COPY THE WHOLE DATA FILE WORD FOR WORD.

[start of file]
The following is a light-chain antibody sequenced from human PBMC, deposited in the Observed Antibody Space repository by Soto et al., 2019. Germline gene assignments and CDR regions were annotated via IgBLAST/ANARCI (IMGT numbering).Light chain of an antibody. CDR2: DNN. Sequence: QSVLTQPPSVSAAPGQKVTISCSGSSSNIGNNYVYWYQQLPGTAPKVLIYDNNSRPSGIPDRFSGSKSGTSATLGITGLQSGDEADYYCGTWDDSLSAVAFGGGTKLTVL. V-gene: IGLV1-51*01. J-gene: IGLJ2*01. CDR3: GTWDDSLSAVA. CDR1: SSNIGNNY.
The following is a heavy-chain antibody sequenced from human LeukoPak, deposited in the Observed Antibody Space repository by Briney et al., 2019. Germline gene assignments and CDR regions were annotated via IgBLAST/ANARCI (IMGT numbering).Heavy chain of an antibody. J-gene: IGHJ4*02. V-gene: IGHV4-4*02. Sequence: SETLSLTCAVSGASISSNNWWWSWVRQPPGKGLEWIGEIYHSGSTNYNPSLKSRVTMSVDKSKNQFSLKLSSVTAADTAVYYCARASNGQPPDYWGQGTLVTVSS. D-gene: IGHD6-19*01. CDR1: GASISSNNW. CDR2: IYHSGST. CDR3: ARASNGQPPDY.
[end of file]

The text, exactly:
The following is a light-chain antibody sequenced from human PBMC, deposited in the Observed Antibody Space repository by Soto et al., 2019. Germline gene assignments and CDR regions were annotated via IgBLAST/ANARCI (IMGT numbering).Light chain of an antibody. CDR2: DNN. Sequence: QSVLTQPPSVSAAPGQKVTISCSGSSSNIGNNYVYWYQQLPGTAPKVLIYDNNSRPSGIPDRFSGSKSGTSATLGITGLQSGDEADYYCGTWDDSLSAVAFGGGTKLTVL. V-gene: IGLV1-51*01. J-gene: IGLJ2*01. CDR3: GTWDDSLSAVA. CDR1: SSNIGNNY.
The following is a heavy-chain antibody sequenced from human LeukoPak, deposited in the Observed Antibody Space repository by Briney et al., 2019. Germline gene assignments and CDR regions were annotated via IgBLAST/ANARCI (IMGT numbering).Heavy chain of an antibody. J-gene: IGHJ4*02. V-gene: IGHV4-4*02. Sequence: SETLSLTCAVSGASISSNNWWWSWVRQPPGKGLEWIGEIYHSGSTNYNPSLKSRVTMSVDKSKNQFSLKLSSVTAADTAVYYCARASNGQPPDYWGQGTLVTVSS. D-gene: IGHD6-19*01. CDR1: GASISSNNW. CDR2: IYHSGST. CDR3: ARASNGQPPDY.